Conservative political commentator Rich Lowry addressed an audience of students and faculty in a talk about the changing political climate in America on March 8. The event, free and open to the public, was held in Stirn Auditorium and sponsored by the Croxton Lecture Fund.

Lowry is the current editor of the National Review, a leading conservative magazine. He is the author of several books, a contributor to The New York Times and POLITICO and a frequent guest on shows such as “Meet the Press” and “This Week.”

Members of the Amherst town community met at local cafe and deli The Black Sheep on Monday, Mar. 6 to discuss the current political climate and ways in which Amherst residents can take action on their concerns. The event, funded and organized by The Black Sheep, was free and open to people in the Pioneer Valley.

English author Zadie Smith spoke at the college on Friday, March 3. The event began with a reading by Smith of a section of her latest book “Swing Time,” followed by a conversation with Jen Acker ’00, a Q&A session and a book signing.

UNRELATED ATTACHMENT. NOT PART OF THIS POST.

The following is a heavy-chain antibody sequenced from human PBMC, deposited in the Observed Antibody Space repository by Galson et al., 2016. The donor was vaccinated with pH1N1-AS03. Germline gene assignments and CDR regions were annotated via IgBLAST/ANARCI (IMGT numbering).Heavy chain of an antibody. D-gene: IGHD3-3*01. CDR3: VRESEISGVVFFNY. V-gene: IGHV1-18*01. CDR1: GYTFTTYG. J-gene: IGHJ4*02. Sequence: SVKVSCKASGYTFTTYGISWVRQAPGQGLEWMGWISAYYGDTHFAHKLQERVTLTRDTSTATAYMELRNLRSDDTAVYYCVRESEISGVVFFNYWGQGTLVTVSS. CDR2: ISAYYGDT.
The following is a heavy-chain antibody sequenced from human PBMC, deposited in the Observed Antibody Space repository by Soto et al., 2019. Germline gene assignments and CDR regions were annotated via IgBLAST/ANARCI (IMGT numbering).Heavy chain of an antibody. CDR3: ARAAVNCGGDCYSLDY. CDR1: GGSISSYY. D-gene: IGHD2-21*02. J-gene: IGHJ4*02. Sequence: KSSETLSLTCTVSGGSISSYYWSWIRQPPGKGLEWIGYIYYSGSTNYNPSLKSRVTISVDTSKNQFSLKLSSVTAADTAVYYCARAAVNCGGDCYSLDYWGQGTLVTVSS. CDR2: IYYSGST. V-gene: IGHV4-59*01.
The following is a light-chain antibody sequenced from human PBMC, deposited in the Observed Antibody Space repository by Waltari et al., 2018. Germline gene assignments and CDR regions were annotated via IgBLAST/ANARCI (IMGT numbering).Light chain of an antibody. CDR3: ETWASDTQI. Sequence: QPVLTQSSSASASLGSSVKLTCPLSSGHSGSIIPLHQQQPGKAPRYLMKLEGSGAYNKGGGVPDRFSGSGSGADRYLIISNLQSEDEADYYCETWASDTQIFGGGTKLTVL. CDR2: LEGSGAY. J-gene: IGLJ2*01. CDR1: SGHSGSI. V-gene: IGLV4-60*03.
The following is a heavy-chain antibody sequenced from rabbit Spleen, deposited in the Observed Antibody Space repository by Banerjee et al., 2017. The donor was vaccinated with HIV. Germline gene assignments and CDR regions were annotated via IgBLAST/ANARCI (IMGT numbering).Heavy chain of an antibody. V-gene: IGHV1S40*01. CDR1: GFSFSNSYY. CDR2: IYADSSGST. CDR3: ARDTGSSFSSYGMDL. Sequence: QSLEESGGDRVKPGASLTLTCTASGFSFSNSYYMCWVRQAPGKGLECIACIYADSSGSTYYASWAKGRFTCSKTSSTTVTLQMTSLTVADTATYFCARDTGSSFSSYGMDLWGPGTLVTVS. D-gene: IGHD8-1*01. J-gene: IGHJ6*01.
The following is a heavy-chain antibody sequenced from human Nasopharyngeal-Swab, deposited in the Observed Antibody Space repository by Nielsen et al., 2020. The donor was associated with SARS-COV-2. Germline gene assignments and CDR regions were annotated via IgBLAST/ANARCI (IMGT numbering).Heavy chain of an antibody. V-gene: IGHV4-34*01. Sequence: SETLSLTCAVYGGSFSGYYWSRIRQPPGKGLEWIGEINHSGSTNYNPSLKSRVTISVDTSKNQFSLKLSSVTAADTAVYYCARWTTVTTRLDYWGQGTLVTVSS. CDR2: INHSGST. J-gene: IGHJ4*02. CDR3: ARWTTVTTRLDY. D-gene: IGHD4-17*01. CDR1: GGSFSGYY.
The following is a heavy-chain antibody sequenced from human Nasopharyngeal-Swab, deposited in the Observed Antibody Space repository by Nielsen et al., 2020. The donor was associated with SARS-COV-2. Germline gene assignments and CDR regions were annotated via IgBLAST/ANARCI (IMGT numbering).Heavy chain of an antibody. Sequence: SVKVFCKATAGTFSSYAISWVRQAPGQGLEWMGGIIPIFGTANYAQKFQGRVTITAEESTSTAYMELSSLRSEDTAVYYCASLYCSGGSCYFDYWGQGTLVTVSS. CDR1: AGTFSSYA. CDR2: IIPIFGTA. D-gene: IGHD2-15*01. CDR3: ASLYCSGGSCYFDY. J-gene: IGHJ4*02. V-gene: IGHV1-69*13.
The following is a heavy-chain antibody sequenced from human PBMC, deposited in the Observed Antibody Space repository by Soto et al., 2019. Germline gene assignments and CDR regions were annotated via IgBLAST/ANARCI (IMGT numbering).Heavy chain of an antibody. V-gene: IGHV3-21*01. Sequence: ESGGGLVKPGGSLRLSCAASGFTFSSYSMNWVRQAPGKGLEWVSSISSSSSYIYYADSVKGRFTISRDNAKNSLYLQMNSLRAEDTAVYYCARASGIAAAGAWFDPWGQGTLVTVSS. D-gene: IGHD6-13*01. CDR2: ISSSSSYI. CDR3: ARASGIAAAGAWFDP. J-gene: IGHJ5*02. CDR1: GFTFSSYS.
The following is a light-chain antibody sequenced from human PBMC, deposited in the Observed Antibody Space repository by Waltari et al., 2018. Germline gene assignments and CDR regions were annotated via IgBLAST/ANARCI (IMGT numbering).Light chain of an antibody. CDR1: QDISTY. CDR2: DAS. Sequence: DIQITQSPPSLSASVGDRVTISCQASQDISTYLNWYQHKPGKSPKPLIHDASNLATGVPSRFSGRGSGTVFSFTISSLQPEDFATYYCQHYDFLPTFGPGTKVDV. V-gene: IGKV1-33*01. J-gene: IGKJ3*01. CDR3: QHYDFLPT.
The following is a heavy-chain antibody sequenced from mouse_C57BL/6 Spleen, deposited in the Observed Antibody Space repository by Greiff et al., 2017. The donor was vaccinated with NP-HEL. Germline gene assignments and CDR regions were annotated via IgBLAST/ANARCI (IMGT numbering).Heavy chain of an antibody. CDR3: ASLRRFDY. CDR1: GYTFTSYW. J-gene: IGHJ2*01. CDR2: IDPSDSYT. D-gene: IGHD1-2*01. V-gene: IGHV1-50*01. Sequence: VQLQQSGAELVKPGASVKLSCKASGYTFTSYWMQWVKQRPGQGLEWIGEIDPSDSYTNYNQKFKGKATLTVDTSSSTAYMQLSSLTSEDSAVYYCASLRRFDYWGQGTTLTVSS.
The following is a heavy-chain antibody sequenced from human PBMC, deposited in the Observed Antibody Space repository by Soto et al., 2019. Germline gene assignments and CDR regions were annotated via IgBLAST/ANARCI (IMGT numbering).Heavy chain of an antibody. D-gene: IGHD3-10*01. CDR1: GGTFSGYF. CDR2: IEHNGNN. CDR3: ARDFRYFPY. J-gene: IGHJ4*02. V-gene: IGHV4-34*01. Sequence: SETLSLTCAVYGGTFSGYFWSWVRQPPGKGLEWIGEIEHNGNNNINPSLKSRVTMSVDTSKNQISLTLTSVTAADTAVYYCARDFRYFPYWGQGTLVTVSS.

The Amherst Political Union (APU) hosted Andrew Kuchins ’81 for a lecture entitled “Fantasy and Reality: The Trump Administration and U.S./Russian Relations” on Tuesday, March 7. Kuchins, who majored in Russian, is a senior associate for the Russia and Eurasia Program at the Center for Strategic and International Studies and a senior fellow at Georgetown University’s School of Foreign Service.

The Office of Diversity and Inclusion and the Office of Student Affairs held a “Community Conversation” event in the Powerhouse to discuss transgender issues that have recently affected both the nation and the college community on Wednesday, March 1.

The event resulted in a college-wide email from Chief Diversity and Inclusion Officer Norm Jones on Monday, March 6 to affirm the college’s renewed and urgent commitment to transgender and gender nonconforming students.

Haram Hwang ’17 is an anthropology major. Her thesis examines child-rearing and its relation to feminism and neoliberalism in Lepan, a rural village in Yucatan, Mexico. Her advisor is Professor Vanessa Fong in the anthropology department.

Sophie Chung is an English major with a concentration in film theory. Her thesis examines Asian-American voices on YouTube and how they affect the Asian-American community at large. Her adviser is Mellon-Keiter Postdoctoral Fellow and Visiting Assistant Professor of English Yu-ting Huang.

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